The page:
Chapter
Plants annual, biennial or perennial, herbaceous or suffrutescent, rarely climbers, shrubs or trees. Stems erect, ascending or prostrate. Leaves opposite or alternate, entire, rarely divided or pinnatifid to pinnate, leaf-bases often fused. Inflorescence a raceme or thyrse,without terminal flower. Flowers zygomorphic, prophylls present or absent. Calyx with sepals free to base or almost fused, actinomorphic or zygomorphic, often tetramerous by reduction of the median sepal. Corolla sympetalous, zygomorphic, rarely actinomorphic, the 2 upper (adaxial) petals often fused, forming an upper lip opposite to the lower (abaxial) lip with 3 lobes, throat of corolla often closed by a palate, abaxial base sometimes calcarate or at least gibbose to saccate. Stamens usually inserted on corolla-tube, sometimes 5, usually 4, the fifth (median) stamen reduced to staminode or absent, sometimes also the anterior (abaxial) stamens reduced to staminodes or lacking, anthers with two well-developed thecae or with 1 fertile theca and a smaller, reduced, sterile theca, the latter sometimes lacking.
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The Panicum capillare complex includes several taxa, among them P. capillare L., which is usually considered to be an established alien throughout Europe, whereas other species are recorded only as casuals. A new representative of the complex, P. riparium H. Scholz was described from Germany in 2002, and shortly after its description was recorded in several countries on the continent. In the course of herbarium revisions and recent fi eld studies the authors documented several localities of the species in Croatia as well. The paper presents a new key for the determination of Croatian species of the complex and anticipates the invasion of P. riparium in the sub-Mediterranean regions of the Balkan Peninsula.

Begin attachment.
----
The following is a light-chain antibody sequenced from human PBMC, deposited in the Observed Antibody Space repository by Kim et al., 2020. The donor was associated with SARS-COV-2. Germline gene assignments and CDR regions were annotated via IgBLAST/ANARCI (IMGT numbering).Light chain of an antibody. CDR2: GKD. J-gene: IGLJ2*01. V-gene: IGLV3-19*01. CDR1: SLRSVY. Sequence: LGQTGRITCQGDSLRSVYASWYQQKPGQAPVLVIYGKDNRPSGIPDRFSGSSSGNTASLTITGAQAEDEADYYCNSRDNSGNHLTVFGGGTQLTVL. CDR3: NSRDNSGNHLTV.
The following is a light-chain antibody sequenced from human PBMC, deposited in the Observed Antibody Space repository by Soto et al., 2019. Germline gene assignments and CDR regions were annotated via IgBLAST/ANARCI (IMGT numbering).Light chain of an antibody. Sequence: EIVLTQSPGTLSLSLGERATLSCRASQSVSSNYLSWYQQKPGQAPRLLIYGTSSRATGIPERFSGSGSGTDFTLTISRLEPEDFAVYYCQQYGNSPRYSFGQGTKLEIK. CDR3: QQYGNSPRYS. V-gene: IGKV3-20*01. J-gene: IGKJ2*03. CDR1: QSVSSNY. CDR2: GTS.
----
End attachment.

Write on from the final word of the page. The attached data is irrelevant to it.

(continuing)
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A taxonomic revision of the family Chenopodiaceae in Nepal with new diagnostic keys, descriptions and detailed distribution patterns is here presented for the first time. 24 species from 13 genera are reported. The apophytes in Himalaya are found in both ruderal and segetal plant communities in contrast to Chenopodiaceae in temperate parts of Eurasia which prefer ruderal places only. The Himalaya and West Tibet are considered to be the regions with the greatest taxonomic diversity of native Dysphania in Eurasia. Chenopodium perttii is described as new for science, and its differences from other related taxa are described, including its unique minute-papillate (almost smooth when dry) pericarp. Chenopodium bengalense seems to be an older name for the taxa known as C. giganteum or C. album subsp. amaranticolor. The lectotypes of Chenopodium giganteum, C. album subsp. yunnanense, C. aristatum f. muticum (here synonymized with Dysphania kitiae) and Microgynoecium tibeticum are designated. Both lectotype and epitype for Atriplex bengalensis (basionym of C. bengalense), C. giganteum and the re-instated species C. pallidum are designated.
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Scutellaria ×ketenoglui M.Cicek & Yaprak, a natural hybrid between S. tortumensis and S. sosnowskyi subsp. sosnowskyi is described as new to science from northeastern Anatolia, Turkey, and illustrated. The morphological characteristics of S. ×ketenoglui are compared with those of its parents.
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Agrostis pendryi, a new species from Nepal and northwest India, is described and illustrated. This species is morphologically similar to A. pilosula and A. munroana, but differs from them by its shorter, weak and straight awn, and palea less than half the length of the lemma.